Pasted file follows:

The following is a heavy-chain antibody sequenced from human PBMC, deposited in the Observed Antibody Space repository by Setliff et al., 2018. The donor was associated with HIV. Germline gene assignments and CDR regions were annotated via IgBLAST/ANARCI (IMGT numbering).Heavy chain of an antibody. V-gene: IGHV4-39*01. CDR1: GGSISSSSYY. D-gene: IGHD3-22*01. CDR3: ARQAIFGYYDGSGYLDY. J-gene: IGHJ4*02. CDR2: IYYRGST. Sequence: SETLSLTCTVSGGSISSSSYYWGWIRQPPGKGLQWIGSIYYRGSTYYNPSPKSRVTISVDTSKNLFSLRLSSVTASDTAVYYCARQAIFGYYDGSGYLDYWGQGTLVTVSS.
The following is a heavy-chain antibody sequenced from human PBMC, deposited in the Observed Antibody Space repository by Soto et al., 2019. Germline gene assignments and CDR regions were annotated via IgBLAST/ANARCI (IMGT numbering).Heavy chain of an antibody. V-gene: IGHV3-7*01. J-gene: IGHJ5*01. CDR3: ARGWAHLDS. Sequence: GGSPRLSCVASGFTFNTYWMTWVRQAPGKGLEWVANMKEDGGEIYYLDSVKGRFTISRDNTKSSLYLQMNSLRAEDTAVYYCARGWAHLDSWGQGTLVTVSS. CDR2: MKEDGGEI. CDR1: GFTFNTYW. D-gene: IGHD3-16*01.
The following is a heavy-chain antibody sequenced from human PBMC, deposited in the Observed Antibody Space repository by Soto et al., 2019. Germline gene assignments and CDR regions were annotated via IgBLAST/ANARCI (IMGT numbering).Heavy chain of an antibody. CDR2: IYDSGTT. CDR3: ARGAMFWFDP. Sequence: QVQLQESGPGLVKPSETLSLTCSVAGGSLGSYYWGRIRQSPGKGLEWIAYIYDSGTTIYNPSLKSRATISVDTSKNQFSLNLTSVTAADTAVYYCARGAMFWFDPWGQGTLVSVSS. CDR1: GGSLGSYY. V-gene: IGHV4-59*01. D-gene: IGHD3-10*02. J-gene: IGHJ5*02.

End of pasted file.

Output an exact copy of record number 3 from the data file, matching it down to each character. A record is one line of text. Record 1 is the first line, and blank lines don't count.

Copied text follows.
The following is a heavy-chain antibody sequenced from human PBMC, deposited in the Observed Antibody Space repository by Soto et al., 2019. Germline gene assignments and CDR regions were annotated via IgBLAST/ANARCI (IMGT numbering).Heavy chain of an antibody. CDR2: IYDSGTT. CDR3: ARGAMFWFDP. Sequence: QVQLQESGPGLVKPSETLSLTCSVAGGSLGSYYWGRIRQSPGKGLEWIAYIYDSGTTIYNPSLKSRATISVDTSKNQFSLNLTSVTAADTAVYYCARGAMFWFDPWGQGTLVSVSS. CDR1: GGSLGSYY. V-gene: IGHV4-59*01. D-gene: IGHD3-10*02. J-gene: IGHJ5*02.